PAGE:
# Contents of /branches/arrayview_from_1695_trunk/doc/user/heatedblock.tex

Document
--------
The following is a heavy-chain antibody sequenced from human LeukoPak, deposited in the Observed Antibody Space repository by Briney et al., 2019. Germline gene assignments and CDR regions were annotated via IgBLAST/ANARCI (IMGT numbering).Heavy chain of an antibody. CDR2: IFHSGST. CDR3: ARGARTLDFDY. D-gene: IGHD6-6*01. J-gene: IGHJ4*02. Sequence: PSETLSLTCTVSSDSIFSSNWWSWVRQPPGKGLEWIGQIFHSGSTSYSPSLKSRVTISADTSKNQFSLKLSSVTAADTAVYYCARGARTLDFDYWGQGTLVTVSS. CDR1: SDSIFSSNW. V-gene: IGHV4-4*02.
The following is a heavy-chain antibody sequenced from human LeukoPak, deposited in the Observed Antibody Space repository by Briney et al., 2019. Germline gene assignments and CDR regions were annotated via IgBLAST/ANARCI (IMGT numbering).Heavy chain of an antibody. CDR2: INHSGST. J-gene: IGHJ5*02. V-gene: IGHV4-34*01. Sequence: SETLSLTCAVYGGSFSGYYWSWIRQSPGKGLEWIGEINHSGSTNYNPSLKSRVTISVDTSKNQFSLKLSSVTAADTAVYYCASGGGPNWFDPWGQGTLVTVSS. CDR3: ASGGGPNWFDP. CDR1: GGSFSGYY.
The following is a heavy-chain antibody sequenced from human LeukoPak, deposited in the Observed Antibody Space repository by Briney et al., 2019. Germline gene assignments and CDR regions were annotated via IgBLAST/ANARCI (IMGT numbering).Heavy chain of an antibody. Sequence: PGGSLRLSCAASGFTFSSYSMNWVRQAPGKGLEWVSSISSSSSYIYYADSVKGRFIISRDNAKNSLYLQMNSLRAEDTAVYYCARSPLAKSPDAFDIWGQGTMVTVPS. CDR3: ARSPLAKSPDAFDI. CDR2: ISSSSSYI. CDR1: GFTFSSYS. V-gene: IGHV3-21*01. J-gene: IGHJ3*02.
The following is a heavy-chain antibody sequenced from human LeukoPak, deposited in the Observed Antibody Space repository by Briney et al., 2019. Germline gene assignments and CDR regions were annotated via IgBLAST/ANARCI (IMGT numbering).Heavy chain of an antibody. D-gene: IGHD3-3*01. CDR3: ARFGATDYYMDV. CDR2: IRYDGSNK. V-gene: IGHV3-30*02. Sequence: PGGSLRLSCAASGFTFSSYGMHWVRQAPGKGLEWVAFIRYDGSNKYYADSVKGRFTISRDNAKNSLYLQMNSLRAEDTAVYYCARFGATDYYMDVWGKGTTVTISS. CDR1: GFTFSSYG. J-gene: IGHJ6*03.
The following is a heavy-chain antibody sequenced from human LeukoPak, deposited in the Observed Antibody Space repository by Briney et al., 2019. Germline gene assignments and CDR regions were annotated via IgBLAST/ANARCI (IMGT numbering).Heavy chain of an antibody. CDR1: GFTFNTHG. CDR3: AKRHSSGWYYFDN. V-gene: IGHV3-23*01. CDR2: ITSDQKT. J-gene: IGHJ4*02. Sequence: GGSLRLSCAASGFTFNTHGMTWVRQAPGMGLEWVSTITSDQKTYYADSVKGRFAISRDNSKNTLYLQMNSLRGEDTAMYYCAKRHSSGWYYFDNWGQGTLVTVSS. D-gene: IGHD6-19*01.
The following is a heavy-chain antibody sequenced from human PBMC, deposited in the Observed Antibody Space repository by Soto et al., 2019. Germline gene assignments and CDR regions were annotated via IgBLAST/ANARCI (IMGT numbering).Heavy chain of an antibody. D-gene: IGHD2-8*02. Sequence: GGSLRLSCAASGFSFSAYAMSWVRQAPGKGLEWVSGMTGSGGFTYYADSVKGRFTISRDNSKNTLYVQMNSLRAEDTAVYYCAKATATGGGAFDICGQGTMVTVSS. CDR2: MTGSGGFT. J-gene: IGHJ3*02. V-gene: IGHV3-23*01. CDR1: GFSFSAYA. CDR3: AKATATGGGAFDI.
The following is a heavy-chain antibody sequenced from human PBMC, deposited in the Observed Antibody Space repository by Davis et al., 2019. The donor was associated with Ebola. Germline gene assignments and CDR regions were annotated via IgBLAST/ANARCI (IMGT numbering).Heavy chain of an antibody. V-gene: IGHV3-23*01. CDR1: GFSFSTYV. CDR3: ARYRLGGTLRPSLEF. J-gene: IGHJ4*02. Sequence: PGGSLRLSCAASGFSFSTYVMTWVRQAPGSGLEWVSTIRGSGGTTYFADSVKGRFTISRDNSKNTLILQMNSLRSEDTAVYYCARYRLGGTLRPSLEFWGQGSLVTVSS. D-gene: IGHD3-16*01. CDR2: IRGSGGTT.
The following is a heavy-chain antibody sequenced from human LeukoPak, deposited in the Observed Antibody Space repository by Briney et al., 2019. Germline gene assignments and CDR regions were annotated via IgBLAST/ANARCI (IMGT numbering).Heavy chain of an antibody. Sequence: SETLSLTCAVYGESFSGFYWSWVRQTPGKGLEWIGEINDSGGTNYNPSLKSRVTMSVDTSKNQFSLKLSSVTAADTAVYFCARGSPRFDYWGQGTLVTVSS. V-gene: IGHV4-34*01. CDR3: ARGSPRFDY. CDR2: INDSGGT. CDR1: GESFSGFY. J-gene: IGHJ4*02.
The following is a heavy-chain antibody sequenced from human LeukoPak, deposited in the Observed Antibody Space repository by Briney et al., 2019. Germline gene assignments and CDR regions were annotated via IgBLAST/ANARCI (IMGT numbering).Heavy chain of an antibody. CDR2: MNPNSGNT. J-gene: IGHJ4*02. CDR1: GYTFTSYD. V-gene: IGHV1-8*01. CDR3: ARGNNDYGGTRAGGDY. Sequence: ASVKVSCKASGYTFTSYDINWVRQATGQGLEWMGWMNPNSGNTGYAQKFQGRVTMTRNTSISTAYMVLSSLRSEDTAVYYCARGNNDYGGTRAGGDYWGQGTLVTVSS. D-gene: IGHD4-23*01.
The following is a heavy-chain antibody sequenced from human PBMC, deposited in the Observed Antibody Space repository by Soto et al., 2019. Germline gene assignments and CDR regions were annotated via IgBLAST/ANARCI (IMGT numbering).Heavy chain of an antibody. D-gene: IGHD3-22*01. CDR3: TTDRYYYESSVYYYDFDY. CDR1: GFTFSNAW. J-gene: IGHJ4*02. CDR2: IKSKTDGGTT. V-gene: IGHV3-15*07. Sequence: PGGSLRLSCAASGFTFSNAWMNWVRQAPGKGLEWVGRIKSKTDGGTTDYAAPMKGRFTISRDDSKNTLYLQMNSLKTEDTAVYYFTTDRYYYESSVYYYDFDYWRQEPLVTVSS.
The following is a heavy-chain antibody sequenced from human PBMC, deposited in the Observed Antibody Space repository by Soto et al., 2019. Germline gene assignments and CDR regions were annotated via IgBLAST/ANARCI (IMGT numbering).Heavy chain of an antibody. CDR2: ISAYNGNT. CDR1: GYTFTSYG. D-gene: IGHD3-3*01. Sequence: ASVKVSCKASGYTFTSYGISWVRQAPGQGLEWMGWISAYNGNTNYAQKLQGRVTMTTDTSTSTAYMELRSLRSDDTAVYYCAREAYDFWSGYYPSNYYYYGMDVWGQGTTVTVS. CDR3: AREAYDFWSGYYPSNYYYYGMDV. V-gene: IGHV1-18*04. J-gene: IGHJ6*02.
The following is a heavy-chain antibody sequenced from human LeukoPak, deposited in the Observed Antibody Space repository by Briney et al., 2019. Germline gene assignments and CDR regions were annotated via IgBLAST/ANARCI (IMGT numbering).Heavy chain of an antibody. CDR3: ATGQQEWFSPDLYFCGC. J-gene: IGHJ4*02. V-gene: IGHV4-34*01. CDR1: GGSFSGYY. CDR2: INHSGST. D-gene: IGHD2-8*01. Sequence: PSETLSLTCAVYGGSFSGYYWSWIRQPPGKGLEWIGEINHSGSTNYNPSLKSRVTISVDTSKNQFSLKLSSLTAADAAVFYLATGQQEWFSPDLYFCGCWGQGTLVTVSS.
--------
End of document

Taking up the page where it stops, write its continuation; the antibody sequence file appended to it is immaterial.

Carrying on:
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 1 % 2 % $Id$ 3 % 4 %%%%%%%%%%%%%%%%%%%%%%%%%%%%%%%%%%%%%%%%%%%%%%%%%%%%%%% 5 % 6 % Copyright 2003-2007 by ACceSS MNRF 7 % Copyright 2007 by University of Queensland 8 % 9 10 % Primary Business: Queensland, Australia 11 % Licensed under the Open Software License version 3.0 12 13 % 14 %%%%%%%%%%%%%%%%%%%%%%%%%%%%%%%%%%%%%%%%%%%%%%%%%%%%%%% 15 % 16 17 \section{Elastic Deformation} 18 \label{ELASTIC CHAP} 19 In this section we want to examine the deformation of a linear elastic body caused by expansion through a heat distribution. We want 20 a displacement field $u\hackscore{i}$ which solves the momentum equation 21 \index{momentum equation}: 22 \begin{eqnarray}\label{HEATEDBLOCK general problem} 23 - \sigma\hackscore{ij,j}=0 24 \end{eqnarray} 25 where the stress $\sigma$ is given by 26 \begin{eqnarray}\label{HEATEDBLOCK linear elastic} 27 \sigma\hackscore{ij}= \lambda u\hackscore{k,k} \delta\hackscore{ij} + \mu ( u\hackscore{i,j} + u\hackscore{j,i}) 28 - (\lambda+\frac{2}{3} \mu) \; \alpha \; (T-T\hackscore{ref})\delta\hackscore{ij} \;. 29 \end{eqnarray} 30 In this formula $\lambda$ and $\mu$ are the Lame coefficients, $\alpha$ is the 31 temperature expansion coefficient, $T$ is the temperature distribution and $T_{ref}$ a reference temperature. Note that 32 \eqn{HEATEDBLOCK general problem} is similar to eqn{WAVE general problem} introduced in section~\Sec{WAVE CHAP} but the 33 inertia term $\rho u\hackscore{i,tt}$ has been dropped as we assume a static scenario here. Moreover, in 34 comparison to the \eqn{WAVE stress} 35 definition of stress $\sigma$ in \eqn{HEATEDBLOCK linear elastic} an extra term is introduced 36 to bring in stress due to volume changes trough temperature dependent expansion. 37 38 Our domain is the unit cube 39 \begin{eqnarray} \label{HEATEDBLOCK natural location} 40 \Omega=\{(x\hackscore{i} | 0 \le x\hackscore{i} \le 1 \} 41 \end{eqnarray} 42 On the boundary the normal stress component is set to zero 43 \begin{eqnarray} \label{HEATEDBLOCK natural} 44 \sigma\hackscore{ij}n\hackscore{j}=0 45 \end{eqnarray} 46 and on the face with $x\hackscore{i}=0$ we set the $i$-th component of the displacement to $0$ 47 \begin{eqnarray} \label{HEATEDBLOCK constraint} 48 u\hackscore{i}(x)=0 & \mbox{ where } & x\hackscore{i}=0 \; 49 \end{eqnarray} 50 For the temperature distribution we use 51 \begin{eqnarray} \label{HEATEDBLOCK temperature} 52 T(x)= T\hackscore{0} e^{-\beta \|x-x^{c}\|}; 53 \end{eqnarray} 54 with a given positive constant $\beta$ and location $x^{c}$ in the domain. Later in \Sec{MODELFRAME} we will use 55 $T$ from a time-dependent temperature diffusion problem as discussed in \Sec{DIFFUSION CHAP}. 56 57 When we insert~\eqn{HEATEDBLOCK linear elastic} we get a second order system of linear PDEs for the displacements $u$ which is called 58 the Lame equation\index{Lame equation}. We want to solve 59 this using the \LinearPDE class to this. For a system of PDEs and a solution with several components the \LinearPDE class 60 takes PDEs of the form 61 \begin{equation}\label{LINEARPDE.SYSTEM.1 TUTORIAL} 62 -A\hackscore{ijkl} u\hackscore{k,l}){,j}=-X\hackscore{ij,j} \; . 63 \end{equation} 64 $A$ is of \RankFour and $X$ is of \RankTwo. We show here the coefficients relevant 65 for the we trying to solve. The full form is given in~\eqn{LINEARPDE.SYSTEM.1}. 66 The natural boundary conditions \index{boundary condition!natural} take the form: 67 \begin{equation}\label{LINEARPDE.SYSTEM.2 TUTORIAL} 68 n\hackscore{j} A\hackscore{ijkl} u\hackscore{k,l}=n\hackscore{j}X\hackscore{ij} \;. 69 \end{equation} 70 Constraints \index{constraint} take the form 71 \begin{equation}\label{LINEARPDE.SYSTEM.3 TUTORIAL} 72 u\hackscore{i}=r\hackscore{i} \mbox{ where } q\hackscore{i}>0 73 \end{equation} 74 $r$ and $q$ are each \RankOne. 75 We can easily identify the coefficients in~\eqn{LINEARPDE.SYSTEM.1 TUTORIAL}: 76 \begin{eqnarray}\label{LINEARPDE ELASTIC COEFFICIENTS} 77 A\hackscore{ijkl}=\lambda \delta\hackscore{ij} \delta\hackscore{kl} + \mu ( 78 \delta\hackscore{ik} \delta\hackscore{jl} 79 + \delta\hackscore{il} \delta\hackscore{jk}) \\ 80 X\hackscore{ij}=(\lambda+\frac{2}{3} \mu) \; \alpha \; (T-T\hackscore{ref})\delta\hackscore{ij} \\ 81 \end{eqnarray} 82 The characteristic function $q$ defining the locations and components where constraints are set is given by: 83 \begin{equation}\label{HEATEDBLOCK MASK} 84 q\hackscore{i}(x)=\left\{ 85 \begin{array}{cl} 86 1 & x\hackscore{i}=0 \\ 87 0 & \mbox{otherwise} \\ 88 \end{array} 89 \right. 90 \end{equation} 91 Under the assumption that $\lambda$, $\mu$, $\beta$ and $T\hackscore{ref}$ 92 are constant we may use $Y\hackscore{i}=\lambda+\frac{2}{3} \mu) \; \alpha \; T\hackscore{i}$. However, 93 this choice would lead to a different natural boundary condition which does not set the normal stress component as defined 94 in~\eqn{HEATEDBLOCK linear elastic} to zero. 95 96 Analogously to concept of symmetry for a single PDE, we call the PDE defined by~\eqn{LINEARPDE.SYSTEM.1 TUTORIAL} symmetric if 97 \index{symmetric PDE} 98 \begin{eqnarray}\label{LINEARPDE.SYSTEM.SYMMETRY TUTORIAL} 99 A\hackscore{ijkl} =A\hackscore{klij} \\ 100 \end{eqnarray} 101 This Lame equation is in fact symmetric, given the difference in $D$ and $d$ as compared to the scalar case. 102 The \LinearPDE class is notified of this fact by calling its \method{setSymmetryOn} method. 103 104 After we have solved the Lame equation we want to analyse the actual stress distribution. Typically the von--Mises stress\index{von--Mises stress} defined by 105 \begin{equation} 106 \sigma\hackscore{mises} = \sqrt{ 107 \frac{1}{6} ((\sigma\hackscore{00}-\sigma\hackscore{11})^2 108 + (\sigma\hackscore{11}-\sigma\hackscore{22})^2 109 + (\sigma\hackscore{22}-\sigma\hackscore{00})^2) 110 + \sigma\hackscore{01}^2+\sigma\hackscore{12}^2+\sigma\hackscore{20}^2} 111 \end{equation} 112 is used to detect material damage. Here we want to calculate the von--Mises and write the stress to a file for visualization. 113 114 \index{scripts!\file{diffusion.py}} 115 The following script, which is available in \file{heatedbox.py} in the \ExampleDirectory, solves the Lame equation 116 and writes the displacements and the von--Mises stress\index{von--Mises stress} into a file \file{deform.xml} in the \VTK file format: 117 \begin{python} 118 from esys.escript import * 119 from esys.escript.linearPDEs import LinearPDE 120 from esys.finley import Brick 121 #... set some parameters ... 122 lam=1. 123 mu=0.1 124 alpha=1.e-6 125 xc=[0.3,0.3,1.] 126 beta=8. 127 T_ref=0. 128 T_0=1. 129 #... generate domain ... 130 mydomain = Brick(l0=1.,l1=1., l2=1.,n0=10, n1=10, n2=10) 131 x=mydomain.getX() 132 #... set temperature ... 133 T=T_0*exp(-beta*length(x-xc)) 134 #... open symmetric PDE ... 135 mypde=LinearPDE(mydomain) 136 mypde.setSymmetryOn() 137 #... set coefficients ... 138 C=Tensor4(0.,Function(mydomain)) 139 for i in range(mydomain.getDim()): 140 for j in range(mydomain.getDim()): 141 C[i,i,j,j]+=lam 142 C[j,i,j,i]+=mu 143 C[j,i,i,j]+=mu 144 msk=whereZero(x)*[1.,0.,0.] \ 145 +whereZero(x)*[0.,1.,0.] \ 146 +whereZero(x)*[0.,0.,1.] 147 sigma0=(lam+2./3.*mu)*alpha*(T-T_ref)*kronecker(mydomain) 148 mypde.setValue(A=C,X=sigma0,q=msk) 149 #... solve pde ... 150 u=mypde.getSolution() 151 #... calculate von-Misses stress 152 g=grad(u) 153 sigma=mu*(g+transpose(g))+lam*trace(g)*kronecker(mydomain)-sigma0 154 sigma_mises=sqrt(((sigma[0,0]-sigma[1,1])**2+(sigma[1,1]-sigma[2,2])**2+ \ 155 (sigma[2,2]-sigma[0,0])**2)/6. \ 156 +sigma[0,1]**2 + sigma[1,2]**2 + sigma[2,0]**2) 157 #... output ... 158 saveVTK("deform.xml",disp=u,stress=sigma_mises) 159 \end{python} 160 161 \begin{figure} 162 \centerline{\includegraphics[width=\figwidth]{figures/HeatedBlock.eps}} 163 \caption{von--Mises Stress and Displacement Vectors.} 164 \label{HEATEDBLOCK FIG 2} 165 \end{figure} 166 167 Finally the the results can be visualize by calling 168 \begin{python} 169 mayavi -d deform.xml -f CellToPointData -m VelocityVector -m SurfaceMap & 170 \end{python} 171 Note that the filter \text{CellToPointData} is applied to create smooth representation of the 172 von--Mises stress. \fig{HEATEDBLOCK FIG 2} shows the results where the vertical planes showing the 173 von--Mises stress and the horizontal plane shows the vector representing displacements. 174